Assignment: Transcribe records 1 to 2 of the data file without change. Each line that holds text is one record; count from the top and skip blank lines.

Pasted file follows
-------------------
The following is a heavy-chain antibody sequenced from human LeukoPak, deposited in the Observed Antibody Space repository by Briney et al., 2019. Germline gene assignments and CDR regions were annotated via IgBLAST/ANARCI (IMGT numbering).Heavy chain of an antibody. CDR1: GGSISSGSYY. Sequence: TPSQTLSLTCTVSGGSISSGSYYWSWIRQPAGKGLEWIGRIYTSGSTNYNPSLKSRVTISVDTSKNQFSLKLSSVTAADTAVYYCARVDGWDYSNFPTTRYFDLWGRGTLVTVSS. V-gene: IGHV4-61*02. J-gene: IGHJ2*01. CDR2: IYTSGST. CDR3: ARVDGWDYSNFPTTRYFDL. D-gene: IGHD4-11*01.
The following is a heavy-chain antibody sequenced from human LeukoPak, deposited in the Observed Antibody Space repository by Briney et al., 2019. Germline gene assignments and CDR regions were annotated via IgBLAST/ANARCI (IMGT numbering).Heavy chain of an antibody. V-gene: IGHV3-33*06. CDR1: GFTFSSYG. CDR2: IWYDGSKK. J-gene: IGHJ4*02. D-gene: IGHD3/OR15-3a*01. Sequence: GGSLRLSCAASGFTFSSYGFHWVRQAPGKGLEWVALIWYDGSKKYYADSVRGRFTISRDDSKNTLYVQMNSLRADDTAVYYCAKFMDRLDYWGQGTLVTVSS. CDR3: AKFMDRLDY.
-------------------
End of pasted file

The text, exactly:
The following is a heavy-chain antibody sequenced from human LeukoPak, deposited in the Observed Antibody Space repository by Briney et al., 2019. Germline gene assignments and CDR regions were annotated via IgBLAST/ANARCI (IMGT numbering).Heavy chain of an antibody. CDR1: GGSISSGSYY. Sequence: TPSQTLSLTCTVSGGSISSGSYYWSWIRQPAGKGLEWIGRIYTSGSTNYNPSLKSRVTISVDTSKNQFSLKLSSVTAADTAVYYCARVDGWDYSNFPTTRYFDLWGRGTLVTVSS. V-gene: IGHV4-61*02. J-gene: IGHJ2*01. CDR2: IYTSGST. CDR3: ARVDGWDYSNFPTTRYFDL. D-gene: IGHD4-11*01.
The following is a heavy-chain antibody sequenced from human LeukoPak, deposited in the Observed Antibody Space repository by Briney et al., 2019. Germline gene assignments and CDR regions were annotated via IgBLAST/ANARCI (IMGT numbering).Heavy chain of an antibody. V-gene: IGHV3-33*06. CDR1: GFTFSSYG. CDR2: IWYDGSKK. J-gene: IGHJ4*02. D-gene: IGHD3/OR15-3a*01. Sequence: GGSLRLSCAASGFTFSSYGFHWVRQAPGKGLEWVALIWYDGSKKYYADSVRGRFTISRDDSKNTLYVQMNSLRADDTAVYYCAKFMDRLDYWGQGTLVTVSS. CDR3: AKFMDRLDY.